BMM basically has a very direct effect on facilitating the “slide n’ glide” ability that ALL structures should have in relationship to each other.  The techniques that I employ are ones that engage the tissue / structure at its barrier of restriction, in 3 dimensions – usually an adhesion or fixation.

4.     If you haven’t explained it already, what is the connection between BMM and massage therapy?


Connective tissue massage and / or myofascial release techniques have been taught at the massage therapy college level for many years – even when I was in training – it was different, but none the less C.T. was acknowledged.

Presently in the colleges, students receive a “more inclusive” approach to myofascial release, and are encouraged to apply those techniques so as to help increase manual skill at releasing “muscular tissues”.

BMM can easily be included within a therapeutic massage session, as it is a modality that is known to enhance change more rapidly than ordinary massage techniques. The “trick” is not to use lubrication.

Clinical applications are similar to the manners in which treatments for musculoskeletal pathologies are taught.

RMTs are instructed in the necessary musculoskeletal anatomy, which makes them prime candidates for applying the principles and techniques of BMM.

  1. Who/what type of condition could benefit most from BMM?

A case history of each client must be taken. “Conditions” categorized as  systemic are contraindicated;  systemic conditions usually inform us that a person’s body is “somehow lacking” the ability to re - produce the cells or fibres necessary to maintain the integrity or stability of fascia and other connective tissues.

Saying that, conditions that would benefit the most from BMM would be those clients that exhibit “common musculoskeletal disorders”-  the patient that is either referred by their M.D., the person / athlete that is seeking relief from:

Decreased joint range of motion issues.

Common muscular aches and pain.

Low back pain and dysfunction.

Neck issues; Headaches.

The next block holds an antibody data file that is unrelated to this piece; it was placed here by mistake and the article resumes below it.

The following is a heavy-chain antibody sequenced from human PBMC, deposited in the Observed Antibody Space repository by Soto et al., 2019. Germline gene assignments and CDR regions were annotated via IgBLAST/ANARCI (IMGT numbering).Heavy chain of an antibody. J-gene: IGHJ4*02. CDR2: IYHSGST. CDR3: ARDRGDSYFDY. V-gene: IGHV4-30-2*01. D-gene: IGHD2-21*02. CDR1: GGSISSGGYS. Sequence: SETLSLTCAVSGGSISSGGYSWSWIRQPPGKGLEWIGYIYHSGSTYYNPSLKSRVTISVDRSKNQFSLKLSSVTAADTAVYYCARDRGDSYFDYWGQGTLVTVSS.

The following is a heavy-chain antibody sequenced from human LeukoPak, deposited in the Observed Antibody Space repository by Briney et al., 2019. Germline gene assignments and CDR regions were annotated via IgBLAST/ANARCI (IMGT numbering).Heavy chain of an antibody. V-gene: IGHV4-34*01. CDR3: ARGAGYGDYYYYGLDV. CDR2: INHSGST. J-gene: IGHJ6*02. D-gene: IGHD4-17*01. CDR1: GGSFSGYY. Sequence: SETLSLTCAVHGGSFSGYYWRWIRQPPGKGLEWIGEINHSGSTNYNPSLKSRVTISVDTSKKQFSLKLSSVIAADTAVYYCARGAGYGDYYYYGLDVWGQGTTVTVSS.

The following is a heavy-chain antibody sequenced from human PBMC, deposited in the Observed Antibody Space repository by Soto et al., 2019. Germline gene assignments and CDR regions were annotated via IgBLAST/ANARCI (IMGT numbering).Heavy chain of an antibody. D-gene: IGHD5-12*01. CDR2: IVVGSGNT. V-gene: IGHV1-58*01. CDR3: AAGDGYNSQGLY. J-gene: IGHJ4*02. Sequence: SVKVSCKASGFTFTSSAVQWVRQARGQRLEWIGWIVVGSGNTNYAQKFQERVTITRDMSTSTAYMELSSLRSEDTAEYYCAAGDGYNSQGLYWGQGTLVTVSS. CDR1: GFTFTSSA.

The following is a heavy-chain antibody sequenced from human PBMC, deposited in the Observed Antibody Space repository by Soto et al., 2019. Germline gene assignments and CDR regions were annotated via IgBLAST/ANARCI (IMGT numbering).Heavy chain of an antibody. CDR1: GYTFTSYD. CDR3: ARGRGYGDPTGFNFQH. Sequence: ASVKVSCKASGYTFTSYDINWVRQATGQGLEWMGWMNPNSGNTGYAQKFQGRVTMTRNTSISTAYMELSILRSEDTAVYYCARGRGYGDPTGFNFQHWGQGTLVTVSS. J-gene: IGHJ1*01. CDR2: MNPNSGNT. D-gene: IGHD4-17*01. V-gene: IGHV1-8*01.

Syndromes: Thoracic outlet; Compartment; Carpal tunnel and Iliotibial Band

Postural issues.

Frozen shoulder, plantar fasciitis, chronic trigger points,  etc. etc. etc…….

6.     Can you give an example (or two) of an especially poignant BMM success story?

Before I answer that, I should say that this approach has helped me significantly to identify tissues that have issues; I was always instructed to proceed slowly into areas that were sore, vulnerable OR an area that I knew little about – I continue that procedure as it is always a valuable “working tool” / principle.

There are a few clients in my practice that have “osteoporotic – type” conditions, and their ages are in the late 50’s and early 60’s group. Their stories were similar in that it did not matter WHAT they did or HOW they performed their normal activities – they would get themselves into “trouble”. Prior to knowing of me and my work, they received little benefit and not much success with manual and physical therapies. Over a short period of time, the therapeutic sessions I provided enabled them to exercise more and with less repercussion.

I think though that one of the most significant  stories, are the ones to help correct leg length and pelvic issues. A number of people with low back pain, hip joint issues, knee issues and sometimes chronic neck issues, present in this manner.  BUT, I recall  2 people in particular – whose legs had been measured and “diagnosed” with one short leg OR one longer leg (depending on how it is translated). Each client allowed me to work with them after I had discussed with them what my assessment was.

Within a few treatment sessions their body, from the feet and upwards, began to display signs of solidity and stability.

7.     If you had to name the top 3-5 benefits of BMM, what would they be?

For this answer, I will take into account that a person has received at least 3 or 4 treatments. I could then state that the benefits would be:

Increased stability (could be a specific area OR general)

Enhanced quality of movement.

A lot less pain / discomfort.

An increased capacity to exercise, therefore healthier.

AND a better quality of Life – I can’t count all those people that I meet and remind me of how much my work has helped them in their life.

8.     Do you have any courses planned in 2014 (mid-February on)? If you would like, I can mention the details (what/when/where), as well as who should attend and what the key takeaways will be.

YES, I do have a number of courses planned for 2014. I co-instruct 2 day courses with Heather Gittens. She and I have taught together for at least 10 years.

February 16 to the 28th, I will be teaching 2 courses that are full, in Mexico. I plan on doing a Mexico trip every 2 years from now on.

The BMM courses that I co-instruct with Heather and the dates are:

March 29 & 30 – The Extremities

April 26 & 27 – The Lumbosacral region

June 20 & 21 – The Shoulder

October 18 & 19 – The Cervical Region

The above courses will be held at the WCCMT campus in New Westminster and are listed in the RMT Matters magazine in AD form. All RMTs are welcome to participate, BUT I especially would like to see those RMTs who have recently graduated from college; the information and the techniques given in these courses will continue to help them discover patterns of restriction that tend to emerge in “all of us”; AND we take time in the courses to help each individual therapist with identifying the tissue correctly, with hand skills and placement and depth of pressure. We are very good at that!!!

Since I live in the North Okanagan and close to Vernon, I instruct courses at the OVCMT campus. The 2 courses that I have scheduled there are:

The Extremities – June 7 & 8

The Shoulder – Oct. 4 & 5